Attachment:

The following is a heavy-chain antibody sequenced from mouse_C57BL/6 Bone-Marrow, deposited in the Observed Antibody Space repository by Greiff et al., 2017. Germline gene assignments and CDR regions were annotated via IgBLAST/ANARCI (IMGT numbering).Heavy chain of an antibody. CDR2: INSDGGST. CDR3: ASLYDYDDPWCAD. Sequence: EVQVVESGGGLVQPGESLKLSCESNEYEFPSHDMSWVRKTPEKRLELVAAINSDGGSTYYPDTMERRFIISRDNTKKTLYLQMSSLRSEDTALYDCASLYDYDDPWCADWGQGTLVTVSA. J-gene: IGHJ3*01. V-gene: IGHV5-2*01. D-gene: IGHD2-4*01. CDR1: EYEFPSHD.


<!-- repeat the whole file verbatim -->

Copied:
The following is a heavy-chain antibody sequenced from mouse_C57BL/6 Bone-Marrow, deposited in the Observed Antibody Space repository by Greiff et al., 2017. Germline gene assignments and CDR regions were annotated via IgBLAST/ANARCI (IMGT numbering).Heavy chain of an antibody. CDR2: INSDGGST. CDR3: ASLYDYDDPWCAD. Sequence: EVQVVESGGGLVQPGESLKLSCESNEYEFPSHDMSWVRKTPEKRLELVAAINSDGGSTYYPDTMERRFIISRDNTKKTLYLQMSSLRSEDTALYDCASLYDYDDPWCADWGQGTLVTVSA. J-gene: IGHJ3*01. V-gene: IGHV5-2*01. D-gene: IGHD2-4*01. CDR1: EYEFPSHD.